Abstract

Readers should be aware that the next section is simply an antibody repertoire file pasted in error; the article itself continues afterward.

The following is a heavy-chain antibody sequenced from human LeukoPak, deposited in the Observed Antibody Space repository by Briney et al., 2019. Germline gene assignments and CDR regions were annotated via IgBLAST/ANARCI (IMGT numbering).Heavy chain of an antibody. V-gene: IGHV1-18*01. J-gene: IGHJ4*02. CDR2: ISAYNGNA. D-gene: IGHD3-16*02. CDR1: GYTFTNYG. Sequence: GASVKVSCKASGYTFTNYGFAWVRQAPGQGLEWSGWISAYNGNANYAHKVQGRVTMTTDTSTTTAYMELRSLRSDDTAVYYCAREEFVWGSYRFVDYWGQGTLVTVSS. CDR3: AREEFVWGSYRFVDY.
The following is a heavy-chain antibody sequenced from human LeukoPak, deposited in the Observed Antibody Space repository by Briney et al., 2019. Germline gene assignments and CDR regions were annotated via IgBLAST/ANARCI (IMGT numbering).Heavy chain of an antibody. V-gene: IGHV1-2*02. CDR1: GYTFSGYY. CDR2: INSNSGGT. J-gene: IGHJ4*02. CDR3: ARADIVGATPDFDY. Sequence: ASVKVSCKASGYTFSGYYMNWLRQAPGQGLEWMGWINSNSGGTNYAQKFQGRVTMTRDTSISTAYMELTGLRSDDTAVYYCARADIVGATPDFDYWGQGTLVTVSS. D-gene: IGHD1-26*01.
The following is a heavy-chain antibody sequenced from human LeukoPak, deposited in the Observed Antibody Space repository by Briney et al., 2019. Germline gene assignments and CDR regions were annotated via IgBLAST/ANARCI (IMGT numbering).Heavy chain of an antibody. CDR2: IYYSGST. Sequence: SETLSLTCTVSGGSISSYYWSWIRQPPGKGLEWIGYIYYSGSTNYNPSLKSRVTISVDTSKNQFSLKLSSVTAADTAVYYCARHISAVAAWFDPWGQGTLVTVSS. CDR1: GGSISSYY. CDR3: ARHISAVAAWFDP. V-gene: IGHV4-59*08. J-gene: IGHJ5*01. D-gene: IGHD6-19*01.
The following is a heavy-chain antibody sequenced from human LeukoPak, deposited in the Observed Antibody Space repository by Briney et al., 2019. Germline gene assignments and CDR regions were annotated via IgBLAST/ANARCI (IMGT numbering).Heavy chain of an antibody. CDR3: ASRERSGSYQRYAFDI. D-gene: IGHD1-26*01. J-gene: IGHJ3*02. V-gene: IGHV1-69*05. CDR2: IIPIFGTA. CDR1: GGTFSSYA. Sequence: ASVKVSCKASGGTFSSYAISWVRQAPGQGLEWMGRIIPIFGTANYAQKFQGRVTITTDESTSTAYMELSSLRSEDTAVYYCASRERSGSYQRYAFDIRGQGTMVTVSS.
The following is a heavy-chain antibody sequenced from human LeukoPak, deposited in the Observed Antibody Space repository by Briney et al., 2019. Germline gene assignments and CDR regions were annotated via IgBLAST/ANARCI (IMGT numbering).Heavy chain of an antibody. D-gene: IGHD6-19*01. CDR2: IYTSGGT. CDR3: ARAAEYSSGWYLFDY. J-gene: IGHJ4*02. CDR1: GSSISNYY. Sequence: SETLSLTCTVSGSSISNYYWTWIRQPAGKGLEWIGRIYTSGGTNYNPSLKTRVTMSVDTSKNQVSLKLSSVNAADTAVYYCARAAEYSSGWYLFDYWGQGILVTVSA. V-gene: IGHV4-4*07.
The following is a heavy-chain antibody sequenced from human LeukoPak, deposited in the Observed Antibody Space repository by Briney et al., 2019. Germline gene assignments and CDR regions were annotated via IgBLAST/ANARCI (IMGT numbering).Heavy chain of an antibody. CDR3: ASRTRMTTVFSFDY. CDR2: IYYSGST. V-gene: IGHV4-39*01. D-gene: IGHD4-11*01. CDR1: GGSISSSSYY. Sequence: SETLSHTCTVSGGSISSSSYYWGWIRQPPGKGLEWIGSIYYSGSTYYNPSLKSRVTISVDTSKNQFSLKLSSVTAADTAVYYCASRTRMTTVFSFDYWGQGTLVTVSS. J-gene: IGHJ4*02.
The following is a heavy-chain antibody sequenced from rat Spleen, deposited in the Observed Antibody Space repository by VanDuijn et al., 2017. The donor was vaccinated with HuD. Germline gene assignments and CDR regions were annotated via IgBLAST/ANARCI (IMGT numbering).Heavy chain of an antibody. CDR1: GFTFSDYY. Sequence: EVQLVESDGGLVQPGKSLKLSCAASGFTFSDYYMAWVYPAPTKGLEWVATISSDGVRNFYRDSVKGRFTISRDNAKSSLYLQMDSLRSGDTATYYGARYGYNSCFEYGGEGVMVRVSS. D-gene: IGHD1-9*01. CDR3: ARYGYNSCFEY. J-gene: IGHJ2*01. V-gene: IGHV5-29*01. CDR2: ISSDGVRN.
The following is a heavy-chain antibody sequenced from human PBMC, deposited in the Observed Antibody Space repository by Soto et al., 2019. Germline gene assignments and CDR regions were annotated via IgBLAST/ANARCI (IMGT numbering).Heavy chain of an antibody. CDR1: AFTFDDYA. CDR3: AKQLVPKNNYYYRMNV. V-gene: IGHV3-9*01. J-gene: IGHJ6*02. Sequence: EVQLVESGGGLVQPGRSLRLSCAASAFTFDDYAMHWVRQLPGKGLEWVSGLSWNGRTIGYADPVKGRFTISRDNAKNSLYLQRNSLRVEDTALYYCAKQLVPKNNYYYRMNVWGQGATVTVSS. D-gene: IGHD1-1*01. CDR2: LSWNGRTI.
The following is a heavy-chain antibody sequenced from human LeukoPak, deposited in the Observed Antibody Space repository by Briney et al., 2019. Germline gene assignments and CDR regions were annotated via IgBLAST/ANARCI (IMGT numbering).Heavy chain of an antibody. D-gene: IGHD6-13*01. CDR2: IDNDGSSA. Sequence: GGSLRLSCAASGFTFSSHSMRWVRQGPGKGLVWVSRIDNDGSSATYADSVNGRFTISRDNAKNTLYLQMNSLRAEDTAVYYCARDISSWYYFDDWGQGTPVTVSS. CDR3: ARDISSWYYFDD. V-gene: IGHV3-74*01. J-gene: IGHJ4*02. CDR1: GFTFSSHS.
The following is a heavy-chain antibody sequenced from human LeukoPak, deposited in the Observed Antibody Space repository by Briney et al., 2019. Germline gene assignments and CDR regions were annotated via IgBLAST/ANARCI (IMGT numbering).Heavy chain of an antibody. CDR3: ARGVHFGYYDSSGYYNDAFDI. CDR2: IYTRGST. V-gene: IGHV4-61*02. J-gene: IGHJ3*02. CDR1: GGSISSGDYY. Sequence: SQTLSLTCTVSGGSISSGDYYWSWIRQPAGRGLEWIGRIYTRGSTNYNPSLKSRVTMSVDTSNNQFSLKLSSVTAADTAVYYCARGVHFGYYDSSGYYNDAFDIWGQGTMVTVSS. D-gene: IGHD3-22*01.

A variety of p-forms are discussed in terms of the agent producing them. A general conclusion based on form and the location of striations relative to p-forms is that they are produced by meltwater rather than ice. Erosional marks in the Wilton Creek valley, Ontario, are different from earlier described p-forms. Their relationship to striations establishes them as being of subglacial origin, and their form similarity with flutes together with the partial or total absence of striations on them suggests a fluvial origin. Large-scale forms are interpreted as spindle-shaped flutes associated with flow separation. Small-scale forms are subdivided into straight spindle forms, curved spindle forms, braided forms, and scallops. They appear not to have followed the inverse relationship between size and flow velocity reported for some other erosional marks. Potential but speculative explanations for these small-scale forms are that they are related to Taylor–Görtler vortices, vortices on mixing layers, or trailing vortices behind bluff obstacles. A general conclusion is that the forms described indicate broad separation by meltwater of the glacier from its bed.

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